Frontiers of the Roman Empire is a UNESCO World Heritage Site of Germany and the United Kingdom. It celebrates the Roman Limes, the border of the Roman Empire at its greatest limits during the 2nd century AD. At its widest, the Roman Empire stretches for a distance from 5,000 km from the Atlantic coast of northern Britain, right through Europe, to extend to the Red Sea and Egypt. The remains of the Roman Limes can be seen today in the ruins of Roman walls, fortresses and settlements.
In Germany, two visible sections of the Roman Limes can be seen. Called the Limes Germanicus, they stretch over a distance of 550 km from the north west part of the country to the Danube. In the United Kingdom, the 118-km long Hadrian's Wall marks the northernmost limits of the Roman territory in Britannia. The northernmost portion of the Roman Limes is the 60-km Antonine Wall built by the Romans in Scotland, under the orders of Emperor Antonius Pius in AD 142.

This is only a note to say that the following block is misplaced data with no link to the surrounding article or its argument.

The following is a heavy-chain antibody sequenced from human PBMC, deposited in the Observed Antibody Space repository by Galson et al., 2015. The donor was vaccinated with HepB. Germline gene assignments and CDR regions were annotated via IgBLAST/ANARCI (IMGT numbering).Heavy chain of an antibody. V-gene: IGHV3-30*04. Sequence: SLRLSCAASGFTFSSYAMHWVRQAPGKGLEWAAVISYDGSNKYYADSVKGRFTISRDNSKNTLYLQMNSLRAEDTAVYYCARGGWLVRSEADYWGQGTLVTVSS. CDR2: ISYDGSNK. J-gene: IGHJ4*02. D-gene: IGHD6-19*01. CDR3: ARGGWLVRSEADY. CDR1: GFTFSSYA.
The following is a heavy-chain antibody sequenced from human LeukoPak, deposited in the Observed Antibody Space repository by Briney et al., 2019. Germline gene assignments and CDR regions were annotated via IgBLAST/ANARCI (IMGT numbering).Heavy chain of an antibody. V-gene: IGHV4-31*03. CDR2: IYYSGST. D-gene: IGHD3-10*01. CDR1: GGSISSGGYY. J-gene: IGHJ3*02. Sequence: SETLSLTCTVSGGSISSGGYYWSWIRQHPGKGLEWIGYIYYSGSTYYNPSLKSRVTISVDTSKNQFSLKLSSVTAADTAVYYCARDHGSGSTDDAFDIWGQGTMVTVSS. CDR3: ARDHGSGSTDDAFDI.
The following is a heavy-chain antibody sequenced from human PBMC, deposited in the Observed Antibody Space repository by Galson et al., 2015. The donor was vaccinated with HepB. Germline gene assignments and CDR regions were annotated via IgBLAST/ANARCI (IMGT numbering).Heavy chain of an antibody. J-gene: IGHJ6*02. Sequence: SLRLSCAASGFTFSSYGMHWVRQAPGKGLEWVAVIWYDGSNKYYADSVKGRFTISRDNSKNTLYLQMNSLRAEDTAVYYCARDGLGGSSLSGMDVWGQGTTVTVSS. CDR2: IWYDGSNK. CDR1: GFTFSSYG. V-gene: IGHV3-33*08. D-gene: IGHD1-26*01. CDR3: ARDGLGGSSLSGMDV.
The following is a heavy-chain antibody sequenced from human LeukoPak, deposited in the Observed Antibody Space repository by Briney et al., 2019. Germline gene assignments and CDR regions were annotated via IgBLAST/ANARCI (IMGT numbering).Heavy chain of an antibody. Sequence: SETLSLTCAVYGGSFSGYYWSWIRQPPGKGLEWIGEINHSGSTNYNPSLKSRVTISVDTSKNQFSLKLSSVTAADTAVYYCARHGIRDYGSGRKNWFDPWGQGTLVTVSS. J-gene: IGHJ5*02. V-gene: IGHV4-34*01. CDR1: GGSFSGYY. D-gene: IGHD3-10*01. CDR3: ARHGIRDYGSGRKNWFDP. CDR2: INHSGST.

Frontiers of the Roman Empire were inscribed as a UNESCO World Heritage Site during the session of the World Heritage Committee
Photos of Frontiers of the Roman Empire
Reconstructed Limes watchtower in Kastell Zugmantel, Taunus
Author: Oliver Abels (Creative Commons Attribution ShareAlike 3.0)
Hadrian's Wall as seen from Vercovicium, near Housesteads in Northumberland
Author: Jamesflomonosoff (public domain)
Antonine Wall at Bar Hill
Author: Chris Wimbush (Creative Commons Attribution 2.0 Generic)
World Heritage Site Inscription Details
Location: N 54 59 33.4 W 2 36 3.6
Inscription Year: 1987 with extensions in 2005 and 2008
Type of Site: Cultural
Inscription Criteria: II, III, IV